Want to know where the friendliest vibe is in Cambria? I'll tell you, but I may also need to draw you a map. The first time I visited the Hidden Kitchen, ironically I got lost. My navigation took me downtown, but I eventually circled back and followed the breadcrumbs ... turning behind Robin's Restaurant on Burton Drive to an alleyway. There it was, behind a funky Arts and Crafts style former art gallery—so deliciously Cambria.
My friend LeeAnn and I met at the elusive "you're almost there" sign and then walked down the quaint little side street, through a fence. A leprechaun and a fairy ushered us inside the secret celestial city, and we picked a communal table with morning sun, next to a table of neighborly ladies and their cordial doggy. This little guy cruised around the open-air patio nodding approval to everyone's version of coffee, smoothies, and blue corn waffles.
Every person who came in said good morning or hello. The sound system was winding out some soothing acoustic folk. I felt like I was in both a café and community center. Good vibes are contagious—it's a known fact.
LeeAnn, who lives at the beach, was saying this is how Cambria is opening up to youthful ideas: a simple menu concept and a really groovy community vibe. You will not see matchy-matchy at this café. It's an easy-peasy, counter-service type of place. Two chill café employees working register and range. A variety of pretty wooden and bistro tables, some rattan sofas with pillows and wooden stumps, stools and chairs of your choosing.
- Photo Courtesy Of The Hidden Kitchen
- A PLUS Friends and owners Amira Albonni (left) and Amanecer Eizner (right) both come from creative backgrounds. They plan to open a second location in March, lovingly dubbed "HK 2.0," with the same organic, gluten-free, locally sourced model focusing on blue corn waffle dishes and healthy smoothies.
I was in awe of the macrame art everywhere: earrings, mobiles, hangings with rainbow colors. Macrame decorates most of my childhood memories, and ever since I took a Paso Robles library class to attempt a macrame keychain, I have intense appreciation for the impossible intricacies of the art.
"Are you going to buy it?" asked one patron, as her friend admired a macrame cork piece she placed on the table after ordering. "I'm not sure," said the friend, "but I love it."
Meanwhile a surfer/contractor-looking guy finished his plate of food and dutifully brought it up to the bus tub, saying to the young lady working the counter, "You know you're going to be famous, right?"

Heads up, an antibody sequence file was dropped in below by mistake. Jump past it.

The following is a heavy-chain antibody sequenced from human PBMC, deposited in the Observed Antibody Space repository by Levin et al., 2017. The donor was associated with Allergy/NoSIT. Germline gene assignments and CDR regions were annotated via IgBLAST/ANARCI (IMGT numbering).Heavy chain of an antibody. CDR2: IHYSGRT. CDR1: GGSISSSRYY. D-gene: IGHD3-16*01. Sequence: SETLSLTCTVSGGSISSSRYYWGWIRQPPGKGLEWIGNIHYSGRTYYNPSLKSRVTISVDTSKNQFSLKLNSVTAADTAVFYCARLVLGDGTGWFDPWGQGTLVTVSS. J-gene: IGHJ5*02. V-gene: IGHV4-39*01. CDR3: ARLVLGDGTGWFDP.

He was talking about those one-of-a-kind blue corn waffles.
The menu isn't all that complicated. You can choose between seven or so fully organic and gluten-free preparations, from the savory (and most popular) San Luis Sunrise with two free-range eggs, bacon ends, and avocado on top of a blue corn waffle drizzled with creamy, dreamy Hidden Kitchen sauce, to a sweet version, such as the Chorro Crunch blue corn waffle topped with organic almond butter, homemade almond pecan granola, fig jam, and maple syrup.
- Photo Courtesy Of The Hidden Kitchen
- SAY HOWDY The Hidden Kitchen is the kind of place where you walk up and order, sit down and chill—with probably the friendliest vibe around Cambria.
The gal at the counter knew LeeAnn ordered the Morro Melt with the melted Havarti cheese last time, and I thought that was really sweet. When the staff remembers you by your favorite foods, you know you're in a place with heart and soul.
"We really want to create a space that feels like a reminder of what's possible for how the world can be," said co-owner Amira Albonni, who talks about creating a culture of open-mindedness. "Hopefully, when you come here, you see all of the things we have in common."
It occurred to me that the power of sincere peaceful intention is alive and well at The Hidden Kitchen.
My San Luis Sunrise was enormously satisfying and packed with layers of salty fresh egg and avo, mixed with those earthy blue corn bites of waffle and mysterious Hidden Kitchen dressing. I picked from a stack of mismatched coffee cups and pumped out a cup of regular. Almond milk and creamers sit next to the simple two organic drip coffee choices: regular or decaf.